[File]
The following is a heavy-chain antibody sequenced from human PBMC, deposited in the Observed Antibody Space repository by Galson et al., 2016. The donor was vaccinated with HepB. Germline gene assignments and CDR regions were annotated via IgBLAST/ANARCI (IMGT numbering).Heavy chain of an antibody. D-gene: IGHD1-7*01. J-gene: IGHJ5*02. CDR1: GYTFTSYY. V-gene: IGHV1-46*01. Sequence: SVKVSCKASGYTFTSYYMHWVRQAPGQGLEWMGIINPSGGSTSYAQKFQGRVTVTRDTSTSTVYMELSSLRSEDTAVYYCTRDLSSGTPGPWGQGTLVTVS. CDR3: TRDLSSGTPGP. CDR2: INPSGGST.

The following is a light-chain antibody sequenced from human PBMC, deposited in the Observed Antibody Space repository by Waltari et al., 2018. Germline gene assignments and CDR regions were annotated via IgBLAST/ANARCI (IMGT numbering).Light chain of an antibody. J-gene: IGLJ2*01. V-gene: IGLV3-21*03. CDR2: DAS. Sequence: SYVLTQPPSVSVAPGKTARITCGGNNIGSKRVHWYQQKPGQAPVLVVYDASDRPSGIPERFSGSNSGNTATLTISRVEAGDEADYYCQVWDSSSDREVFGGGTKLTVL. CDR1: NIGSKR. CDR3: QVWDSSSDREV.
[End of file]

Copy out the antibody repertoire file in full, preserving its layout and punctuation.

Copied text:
The following is a heavy-chain antibody sequenced from human PBMC, deposited in the Observed Antibody Space repository by Galson et al., 2016. The donor was vaccinated with HepB. Germline gene assignments and CDR regions were annotated via IgBLAST/ANARCI (IMGT numbering).Heavy chain of an antibody. D-gene: IGHD1-7*01. J-gene: IGHJ5*02. CDR1: GYTFTSYY. V-gene: IGHV1-46*01. Sequence: SVKVSCKASGYTFTSYYMHWVRQAPGQGLEWMGIINPSGGSTSYAQKFQGRVTVTRDTSTSTVYMELSSLRSEDTAVYYCTRDLSSGTPGPWGQGTLVTVS. CDR3: TRDLSSGTPGP. CDR2: INPSGGST.

The following is a light-chain antibody sequenced from human PBMC, deposited in the Observed Antibody Space repository by Waltari et al., 2018. Germline gene assignments and CDR regions were annotated via IgBLAST/ANARCI (IMGT numbering).Light chain of an antibody. J-gene: IGLJ2*01. V-gene: IGLV3-21*03. CDR2: DAS. Sequence: SYVLTQPPSVSVAPGKTARITCGGNNIGSKRVHWYQQKPGQAPVLVVYDASDRPSGIPERFSGSNSGNTATLTISRVEAGDEADYYCQVWDSSSDREVFGGGTKLTVL. CDR1: NIGSKR. CDR3: QVWDSSSDREV.